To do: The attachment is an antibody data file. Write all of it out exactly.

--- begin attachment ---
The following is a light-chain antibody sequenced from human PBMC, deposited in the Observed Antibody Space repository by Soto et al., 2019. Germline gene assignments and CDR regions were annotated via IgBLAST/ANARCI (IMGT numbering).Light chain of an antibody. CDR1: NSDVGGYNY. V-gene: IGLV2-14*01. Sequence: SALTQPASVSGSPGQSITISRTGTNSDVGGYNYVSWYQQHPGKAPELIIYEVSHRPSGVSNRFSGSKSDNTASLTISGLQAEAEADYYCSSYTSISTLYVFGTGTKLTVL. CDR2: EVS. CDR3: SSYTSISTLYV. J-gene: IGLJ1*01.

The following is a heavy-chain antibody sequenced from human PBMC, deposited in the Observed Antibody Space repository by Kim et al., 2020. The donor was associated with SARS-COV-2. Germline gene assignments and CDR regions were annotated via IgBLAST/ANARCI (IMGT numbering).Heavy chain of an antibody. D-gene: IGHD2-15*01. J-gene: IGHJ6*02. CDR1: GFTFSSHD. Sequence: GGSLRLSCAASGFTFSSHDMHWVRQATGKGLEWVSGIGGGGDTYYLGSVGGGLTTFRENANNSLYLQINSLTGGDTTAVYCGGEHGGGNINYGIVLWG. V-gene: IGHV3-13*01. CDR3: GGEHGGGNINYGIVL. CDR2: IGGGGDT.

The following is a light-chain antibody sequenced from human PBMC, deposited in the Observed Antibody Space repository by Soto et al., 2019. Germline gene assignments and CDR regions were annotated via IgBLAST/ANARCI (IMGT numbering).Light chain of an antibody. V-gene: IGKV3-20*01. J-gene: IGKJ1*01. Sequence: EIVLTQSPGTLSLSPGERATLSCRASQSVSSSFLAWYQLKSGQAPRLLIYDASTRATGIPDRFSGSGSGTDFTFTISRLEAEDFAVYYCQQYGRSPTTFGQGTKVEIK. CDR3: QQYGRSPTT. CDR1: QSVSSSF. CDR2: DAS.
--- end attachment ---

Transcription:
The following is a light-chain antibody sequenced from human PBMC, deposited in the Observed Antibody Space repository by Soto et al., 2019. Germline gene assignments and CDR regions were annotated via IgBLAST/ANARCI (IMGT numbering).Light chain of an antibody. CDR1: NSDVGGYNY. V-gene: IGLV2-14*01. Sequence: SALTQPASVSGSPGQSITISRTGTNSDVGGYNYVSWYQQHPGKAPELIIYEVSHRPSGVSNRFSGSKSDNTASLTISGLQAEAEADYYCSSYTSISTLYVFGTGTKLTVL. CDR2: EVS. CDR3: SSYTSISTLYV. J-gene: IGLJ1*01.

The following is a heavy-chain antibody sequenced from human PBMC, deposited in the Observed Antibody Space repository by Kim et al., 2020. The donor was associated with SARS-COV-2. Germline gene assignments and CDR regions were annotated via IgBLAST/ANARCI (IMGT numbering).Heavy chain of an antibody. D-gene: IGHD2-15*01. J-gene: IGHJ6*02. CDR1: GFTFSSHD. Sequence: GGSLRLSCAASGFTFSSHDMHWVRQATGKGLEWVSGIGGGGDTYYLGSVGGGLTTFRENANNSLYLQINSLTGGDTTAVYCGGEHGGGNINYGIVLWG. V-gene: IGHV3-13*01. CDR3: GGEHGGGNINYGIVL. CDR2: IGGGGDT.

The following is a light-chain antibody sequenced from human PBMC, deposited in the Observed Antibody Space repository by Soto et al., 2019. Germline gene assignments and CDR regions were annotated via IgBLAST/ANARCI (IMGT numbering).Light chain of an antibody. V-gene: IGKV3-20*01. J-gene: IGKJ1*01. Sequence: EIVLTQSPGTLSLSPGERATLSCRASQSVSSSFLAWYQLKSGQAPRLLIYDASTRATGIPDRFSGSGSGTDFTFTISRLEAEDFAVYYCQQYGRSPTTFGQGTKVEIK. CDR3: QQYGRSPTT. CDR1: QSVSSSF. CDR2: DAS.